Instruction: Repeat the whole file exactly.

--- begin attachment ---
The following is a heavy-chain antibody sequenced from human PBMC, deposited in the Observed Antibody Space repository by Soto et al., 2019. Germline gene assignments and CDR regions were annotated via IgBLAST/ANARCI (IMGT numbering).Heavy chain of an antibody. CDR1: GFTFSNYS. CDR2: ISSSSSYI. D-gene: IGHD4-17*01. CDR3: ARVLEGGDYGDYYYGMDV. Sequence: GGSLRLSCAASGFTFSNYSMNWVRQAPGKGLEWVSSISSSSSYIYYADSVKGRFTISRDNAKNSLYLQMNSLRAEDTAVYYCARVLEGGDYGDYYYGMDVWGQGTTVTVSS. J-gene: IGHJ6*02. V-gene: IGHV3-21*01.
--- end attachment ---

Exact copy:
The following is a heavy-chain antibody sequenced from human PBMC, deposited in the Observed Antibody Space repository by Soto et al., 2019. Germline gene assignments and CDR regions were annotated via IgBLAST/ANARCI (IMGT numbering).Heavy chain of an antibody. CDR1: GFTFSNYS. CDR2: ISSSSSYI. D-gene: IGHD4-17*01. CDR3: ARVLEGGDYGDYYYGMDV. Sequence: GGSLRLSCAASGFTFSNYSMNWVRQAPGKGLEWVSSISSSSSYIYYADSVKGRFTISRDNAKNSLYLQMNSLRAEDTAVYYCARVLEGGDYGDYYYGMDVWGQGTTVTVSS. J-gene: IGHJ6*02. V-gene: IGHV3-21*01.